Attie has worked on West Wing through its two distinct phases: the four-season Sorkin era and the post-Sorkin period, after the creator was replaced by writer and executive producer John Wells (China Beach, ER, Third Watch). Both men, he says, have their qualities: "They're different personalities but they may be the two most talented TV writers and creators working today. John Wells has an enormous gift for storytelling - he intuitively knows how to make stories rich and complex and interesting, and how to solve problems in other people's scripts.
"Aaron is like the Mozart of wonderful dialogue. He has an ear for screenwriting that's really like music. Good writing can only be a product of good thinking. To run a show that's as smart and as creative as West Wing really reflects the person."
However, he notes that the producers have steered the drama through markedly different phases. "Towards the end of Aaron's time, because of what was going on in America and in the world, the show was becoming a little darker, a little grittier. When John Wells took over, that was definitely a direction that we moved in. We got into campaign politics, which the show had mostly avoided, and sought to depict the seamier reality of how you run a campaign and the kinds of compromises that you're faced with, how hard it is sometimes to take the honourable path.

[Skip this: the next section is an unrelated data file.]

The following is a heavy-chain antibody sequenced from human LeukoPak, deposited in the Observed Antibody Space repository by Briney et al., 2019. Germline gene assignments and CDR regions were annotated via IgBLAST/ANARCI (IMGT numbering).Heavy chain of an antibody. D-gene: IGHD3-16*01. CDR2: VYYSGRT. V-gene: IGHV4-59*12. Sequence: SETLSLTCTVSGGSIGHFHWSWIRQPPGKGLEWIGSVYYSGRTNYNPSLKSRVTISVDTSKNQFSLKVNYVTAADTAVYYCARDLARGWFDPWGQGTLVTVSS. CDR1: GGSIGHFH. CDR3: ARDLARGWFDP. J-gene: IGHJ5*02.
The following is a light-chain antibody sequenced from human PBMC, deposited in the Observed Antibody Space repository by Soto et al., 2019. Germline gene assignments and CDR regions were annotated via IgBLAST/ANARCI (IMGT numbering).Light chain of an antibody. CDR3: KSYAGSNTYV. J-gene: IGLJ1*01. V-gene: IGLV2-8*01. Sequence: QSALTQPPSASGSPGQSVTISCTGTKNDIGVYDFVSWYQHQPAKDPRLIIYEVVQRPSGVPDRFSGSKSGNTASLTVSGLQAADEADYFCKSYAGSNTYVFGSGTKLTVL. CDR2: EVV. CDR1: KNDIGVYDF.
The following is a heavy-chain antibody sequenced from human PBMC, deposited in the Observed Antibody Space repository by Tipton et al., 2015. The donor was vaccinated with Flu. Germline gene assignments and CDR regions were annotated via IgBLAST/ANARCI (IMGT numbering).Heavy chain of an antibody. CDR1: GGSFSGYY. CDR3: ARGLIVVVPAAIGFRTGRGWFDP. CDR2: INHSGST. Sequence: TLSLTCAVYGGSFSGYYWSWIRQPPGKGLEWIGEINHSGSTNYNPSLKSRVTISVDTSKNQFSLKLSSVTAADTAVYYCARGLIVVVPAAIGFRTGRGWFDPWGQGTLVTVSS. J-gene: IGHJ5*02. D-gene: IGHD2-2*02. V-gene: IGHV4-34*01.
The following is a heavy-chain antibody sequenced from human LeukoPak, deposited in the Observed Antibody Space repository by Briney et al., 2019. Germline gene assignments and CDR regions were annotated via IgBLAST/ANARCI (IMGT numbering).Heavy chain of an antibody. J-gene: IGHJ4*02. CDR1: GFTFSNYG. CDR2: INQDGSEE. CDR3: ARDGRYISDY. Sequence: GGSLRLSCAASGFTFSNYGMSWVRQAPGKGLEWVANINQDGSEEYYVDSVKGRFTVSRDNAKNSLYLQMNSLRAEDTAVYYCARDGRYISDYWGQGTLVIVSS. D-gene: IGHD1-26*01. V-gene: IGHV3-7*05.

"To some degree, after the first four seasons, we were thinking, 'What can we do now that we haven't already done?' How do you maintain the standard? The idea of running a new presidential campaign, which in a lot of ways reinvigorated the show in the sixth season, was entirely John Wells' idea."
Currently in the US, West Wing is midway through its seventh and final 22-part season. Attie says episode 18 is being shot, 19 is being written, and the finale is being plotted. The final episodes will be emotional for the people who have worked on the show, a sadness accentuated by the recent death of series stalwart John Spencer, who played chief of staff Leo McGarry.
"It's a poignant time for everybody here because it's been such a wonderful run for all of us and it's hard to close the chapter." As he reflects on the series that drew him from the whirl of politics into the hurly burly of TV production, Attie says, "It's a credit to Aaron Sorkin and John Wells that West Wing is a world where speechwriting is a sexy noble job, which is never how it was in the real White House. That's what happens when writers decide on the importance of writing in their fictional world.
"One of the premises of the West Wing, which I think is a wonderful thing and a rare thing, is that intelligence is nobility. That's one of the reasons why there are these passionate debates over sentence construction. It's not a show where people are fighting over the gun; they're usually fighting over the preposition. Maybe some people don't find that to be compelling television, but ideas really matter to these people, and it's why it's such a wonderful world to live in as a writer. Because wouldn't it be nice if the real world was more like that?"